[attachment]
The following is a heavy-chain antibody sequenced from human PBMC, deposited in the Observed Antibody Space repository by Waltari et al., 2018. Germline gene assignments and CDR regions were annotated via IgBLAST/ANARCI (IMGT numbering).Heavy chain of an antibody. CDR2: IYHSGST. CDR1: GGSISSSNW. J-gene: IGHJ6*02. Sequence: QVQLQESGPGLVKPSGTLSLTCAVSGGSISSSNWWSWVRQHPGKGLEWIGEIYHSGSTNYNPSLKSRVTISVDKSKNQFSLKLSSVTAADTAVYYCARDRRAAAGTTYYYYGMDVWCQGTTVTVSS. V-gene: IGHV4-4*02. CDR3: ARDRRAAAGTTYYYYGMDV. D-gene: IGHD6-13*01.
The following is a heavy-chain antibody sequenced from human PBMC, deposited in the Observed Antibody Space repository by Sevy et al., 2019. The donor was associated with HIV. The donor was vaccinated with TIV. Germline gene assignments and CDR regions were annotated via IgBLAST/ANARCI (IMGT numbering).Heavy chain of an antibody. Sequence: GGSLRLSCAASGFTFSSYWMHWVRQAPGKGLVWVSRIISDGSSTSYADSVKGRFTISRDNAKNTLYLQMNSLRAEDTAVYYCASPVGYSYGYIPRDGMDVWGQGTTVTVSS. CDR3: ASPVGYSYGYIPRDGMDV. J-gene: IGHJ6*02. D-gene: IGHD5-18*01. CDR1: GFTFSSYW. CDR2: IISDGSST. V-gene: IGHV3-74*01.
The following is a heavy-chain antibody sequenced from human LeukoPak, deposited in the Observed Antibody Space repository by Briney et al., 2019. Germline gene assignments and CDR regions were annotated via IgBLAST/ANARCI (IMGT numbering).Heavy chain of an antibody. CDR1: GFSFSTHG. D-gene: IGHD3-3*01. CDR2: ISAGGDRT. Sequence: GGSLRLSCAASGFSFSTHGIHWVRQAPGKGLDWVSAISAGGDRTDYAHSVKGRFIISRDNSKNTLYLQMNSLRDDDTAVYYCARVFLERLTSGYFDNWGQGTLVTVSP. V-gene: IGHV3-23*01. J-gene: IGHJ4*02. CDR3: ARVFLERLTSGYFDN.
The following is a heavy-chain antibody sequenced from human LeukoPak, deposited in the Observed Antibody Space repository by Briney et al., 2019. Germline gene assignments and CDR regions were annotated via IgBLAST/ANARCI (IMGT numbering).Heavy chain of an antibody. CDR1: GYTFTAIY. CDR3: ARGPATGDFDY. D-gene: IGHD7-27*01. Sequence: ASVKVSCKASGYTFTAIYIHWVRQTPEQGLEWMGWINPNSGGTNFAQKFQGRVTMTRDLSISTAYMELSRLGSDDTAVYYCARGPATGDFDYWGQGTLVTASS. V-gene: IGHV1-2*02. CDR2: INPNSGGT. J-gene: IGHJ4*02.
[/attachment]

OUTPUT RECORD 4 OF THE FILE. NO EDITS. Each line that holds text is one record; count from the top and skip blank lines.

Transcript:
The following is a heavy-chain antibody sequenced from human LeukoPak, deposited in the Observed Antibody Space repository by Briney et al., 2019. Germline gene assignments and CDR regions were annotated via IgBLAST/ANARCI (IMGT numbering).Heavy chain of an antibody. CDR1: GYTFTAIY. CDR3: ARGPATGDFDY. D-gene: IGHD7-27*01. Sequence: ASVKVSCKASGYTFTAIYIHWVRQTPEQGLEWMGWINPNSGGTNFAQKFQGRVTMTRDLSISTAYMELSRLGSDDTAVYYCARGPATGDFDYWGQGTLVTASS. V-gene: IGHV1-2*02. CDR2: INPNSGGT. J-gene: IGHJ4*02.